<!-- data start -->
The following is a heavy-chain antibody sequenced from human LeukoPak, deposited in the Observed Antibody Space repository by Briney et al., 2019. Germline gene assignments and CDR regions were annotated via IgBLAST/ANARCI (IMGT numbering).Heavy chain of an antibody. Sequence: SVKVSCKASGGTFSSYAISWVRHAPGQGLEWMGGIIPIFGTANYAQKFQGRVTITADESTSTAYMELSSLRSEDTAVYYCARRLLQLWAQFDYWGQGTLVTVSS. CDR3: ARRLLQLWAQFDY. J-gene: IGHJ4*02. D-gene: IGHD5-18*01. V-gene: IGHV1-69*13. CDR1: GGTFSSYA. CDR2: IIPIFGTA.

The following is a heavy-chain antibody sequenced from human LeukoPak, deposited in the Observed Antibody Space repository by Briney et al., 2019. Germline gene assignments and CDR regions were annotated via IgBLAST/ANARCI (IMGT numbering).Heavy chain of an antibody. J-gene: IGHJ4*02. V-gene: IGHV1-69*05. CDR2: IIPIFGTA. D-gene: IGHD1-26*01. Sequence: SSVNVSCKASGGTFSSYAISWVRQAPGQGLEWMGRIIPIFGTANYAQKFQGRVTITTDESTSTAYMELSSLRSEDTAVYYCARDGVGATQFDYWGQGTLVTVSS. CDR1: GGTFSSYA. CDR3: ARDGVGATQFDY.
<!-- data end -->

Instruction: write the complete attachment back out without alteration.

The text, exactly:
The following is a heavy-chain antibody sequenced from human LeukoPak, deposited in the Observed Antibody Space repository by Briney et al., 2019. Germline gene assignments and CDR regions were annotated via IgBLAST/ANARCI (IMGT numbering).Heavy chain of an antibody. Sequence: SVKVSCKASGGTFSSYAISWVRHAPGQGLEWMGGIIPIFGTANYAQKFQGRVTITADESTSTAYMELSSLRSEDTAVYYCARRLLQLWAQFDYWGQGTLVTVSS. CDR3: ARRLLQLWAQFDY. J-gene: IGHJ4*02. D-gene: IGHD5-18*01. V-gene: IGHV1-69*13. CDR1: GGTFSSYA. CDR2: IIPIFGTA.

The following is a heavy-chain antibody sequenced from human LeukoPak, deposited in the Observed Antibody Space repository by Briney et al., 2019. Germline gene assignments and CDR regions were annotated via IgBLAST/ANARCI (IMGT numbering).Heavy chain of an antibody. J-gene: IGHJ4*02. V-gene: IGHV1-69*05. CDR2: IIPIFGTA. D-gene: IGHD1-26*01. Sequence: SSVNVSCKASGGTFSSYAISWVRQAPGQGLEWMGRIIPIFGTANYAQKFQGRVTITTDESTSTAYMELSSLRSEDTAVYYCARDGVGATQFDYWGQGTLVTVSS. CDR1: GGTFSSYA. CDR3: ARDGVGATQFDY.